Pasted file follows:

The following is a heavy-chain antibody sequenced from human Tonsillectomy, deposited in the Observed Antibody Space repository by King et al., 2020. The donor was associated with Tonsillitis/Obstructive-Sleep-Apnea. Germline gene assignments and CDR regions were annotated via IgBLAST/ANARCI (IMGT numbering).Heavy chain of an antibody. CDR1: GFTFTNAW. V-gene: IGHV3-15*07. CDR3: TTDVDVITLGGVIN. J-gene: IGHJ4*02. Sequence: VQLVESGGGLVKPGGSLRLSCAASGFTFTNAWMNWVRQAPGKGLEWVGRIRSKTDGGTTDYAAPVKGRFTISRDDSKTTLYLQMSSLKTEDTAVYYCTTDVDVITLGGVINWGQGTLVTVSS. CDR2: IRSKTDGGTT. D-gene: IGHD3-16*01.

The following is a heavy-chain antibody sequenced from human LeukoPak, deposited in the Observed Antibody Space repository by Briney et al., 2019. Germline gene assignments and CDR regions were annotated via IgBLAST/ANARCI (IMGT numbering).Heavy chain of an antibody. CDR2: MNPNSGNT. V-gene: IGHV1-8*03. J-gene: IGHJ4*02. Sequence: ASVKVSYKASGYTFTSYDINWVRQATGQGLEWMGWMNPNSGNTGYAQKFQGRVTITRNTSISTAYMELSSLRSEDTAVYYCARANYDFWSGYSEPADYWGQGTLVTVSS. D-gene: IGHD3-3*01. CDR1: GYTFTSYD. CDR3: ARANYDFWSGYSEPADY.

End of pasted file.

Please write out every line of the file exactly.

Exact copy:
The following is a heavy-chain antibody sequenced from human Tonsillectomy, deposited in the Observed Antibody Space repository by King et al., 2020. The donor was associated with Tonsillitis/Obstructive-Sleep-Apnea. Germline gene assignments and CDR regions were annotated via IgBLAST/ANARCI (IMGT numbering).Heavy chain of an antibody. CDR1: GFTFTNAW. V-gene: IGHV3-15*07. CDR3: TTDVDVITLGGVIN. J-gene: IGHJ4*02. Sequence: VQLVESGGGLVKPGGSLRLSCAASGFTFTNAWMNWVRQAPGKGLEWVGRIRSKTDGGTTDYAAPVKGRFTISRDDSKTTLYLQMSSLKTEDTAVYYCTTDVDVITLGGVINWGQGTLVTVSS. CDR2: IRSKTDGGTT. D-gene: IGHD3-16*01.

The following is a heavy-chain antibody sequenced from human LeukoPak, deposited in the Observed Antibody Space repository by Briney et al., 2019. Germline gene assignments and CDR regions were annotated via IgBLAST/ANARCI (IMGT numbering).Heavy chain of an antibody. CDR2: MNPNSGNT. V-gene: IGHV1-8*03. J-gene: IGHJ4*02. Sequence: ASVKVSYKASGYTFTSYDINWVRQATGQGLEWMGWMNPNSGNTGYAQKFQGRVTITRNTSISTAYMELSSLRSEDTAVYYCARANYDFWSGYSEPADYWGQGTLVTVSS. D-gene: IGHD3-3*01. CDR1: GYTFTSYD. CDR3: ARANYDFWSGYSEPADY.